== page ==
If you're up for a challenge--and you don't mind trial and error--Gothic II won't hesitate to give it to you.
Gothic II is a single-player role-playing sequel in which you play as a lone hero who must do battle with bandits, orcs, and dragons in a sprawling 3D world. Like in the first game, you control a soft-spoken hero from a behind-the-back perspective and follow one of three career paths in pursuit of his ultimate goal--which, in this case, is to stave off an assault by orcs and dragons unleashed by the death of a demon, the same one that he defeated at the end of the first game. While Gothic II has various improvements, it retains the clunky 3D control scheme for movement and combat used in the first game, and it's just as unforgiving, if not more so. However, if you're up for a challenge, have a fairly good computer, and don't mind the control scheme, you'll find that Gothic II has plenty to offer.
Gothic II's story and setting draw upon traditional medieval high-fantasy elements--very traditional ones. Your character can equip himself with swords, axes, and crossbows, as well as cast fireball spells and healing magic, though like in the original Gothic, he starts out as a helpless weakling and remains so for quite some time. Yet you have to engage in battle in nearly all of the quests you undertake, and like the first game, Gothic II doesn't give you much of an idea of the relative strength of your enemies. This basically means that you'll die horribly, and quite often, until you learn through trial and error which challenges you can reasonably take on, and which you can't.
The combat is about as clunky as that of the first game. The control scheme requires you to press and hold an action key, then move in a direction to swing your weapon or cast a spell, while you can turn and look around you either with the mouse or keyboard. The clunky setup isn't conducive to dodging effectively while fighting, so unless you completely outclass your enemies, you'll often find the only way to effectively do battle with them (and stand a chance) is to get them stuck on an object in the environment, since Gothic II's pathfinding is sometimes problematic. You might have been able to do battle with your enemies a bit better if you could quickly swap weapons or use healing spells or potions with hotkeys, but you can't do either. Instead, you must use Gothic II's clumsy inventory system, which opens up all items in an unchangeable list that you can't reorganize or create shortcuts to, so you must navigate it manually. Accessing your inventory causes you to sheathe your weapon or cease casting spells and brings you to a dead stop, making you a sitting duck.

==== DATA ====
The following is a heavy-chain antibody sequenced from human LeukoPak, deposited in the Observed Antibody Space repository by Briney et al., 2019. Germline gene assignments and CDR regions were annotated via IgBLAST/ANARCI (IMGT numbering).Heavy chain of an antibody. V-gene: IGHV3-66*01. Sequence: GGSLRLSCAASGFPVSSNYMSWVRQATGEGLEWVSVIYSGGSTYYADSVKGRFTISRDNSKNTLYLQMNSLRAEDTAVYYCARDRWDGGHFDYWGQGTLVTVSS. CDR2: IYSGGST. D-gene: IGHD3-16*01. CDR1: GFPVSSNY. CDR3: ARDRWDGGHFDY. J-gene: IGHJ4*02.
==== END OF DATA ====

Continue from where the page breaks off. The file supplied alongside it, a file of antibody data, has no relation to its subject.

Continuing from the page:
This is a shame, since Gothic II is otherwise a large and surprisingly open-ended game that offers a great many interesting quests that can be solved in multiple ways, as well as a few key improvements to the original game. Though the game's setting seems clichéd, the world it's set in is surprisingly well developed and even features a few different political factions, which your character can join or oppose. Gothic II also features a first-person view that helps mitigate camera problems in enclosed areas, as well as a quest journal that keeps track of active quests. Gothic II's world is also large and sprawling, and it features individual spawns of monsters and minor side quests that can be accessed by simply wandering off into the wilderness, but you'll need to keep track of your progress and position using in-game maps that are actually objects your character must purchase and manually consult.
Like the first game, and like Bethesda's Morrowind, Gothic II takes a do-it-yourself approach to its gameplay. Don't expect to see much in the way of automaps, all-inclusive item merchants, instantaneous transportation, or any other real amenities, other than the quest journal, in Gothic II. If you want to keep track of your position, you have to open your own map and make your own notes outside of the game. If you want to get somewhere, you run to that location. If you're not sure you can defeat a new enemy, you save your game, try attacking, and if you get slaughtered, you reload your last save while making a mental note that you'll need to come back at a later point, when you're stronger. If you're up for this sort of challenge--and you don't mind committing the extra time to this sort of trial-and-error gameplay--Gothic II won't hesitate to give it to you.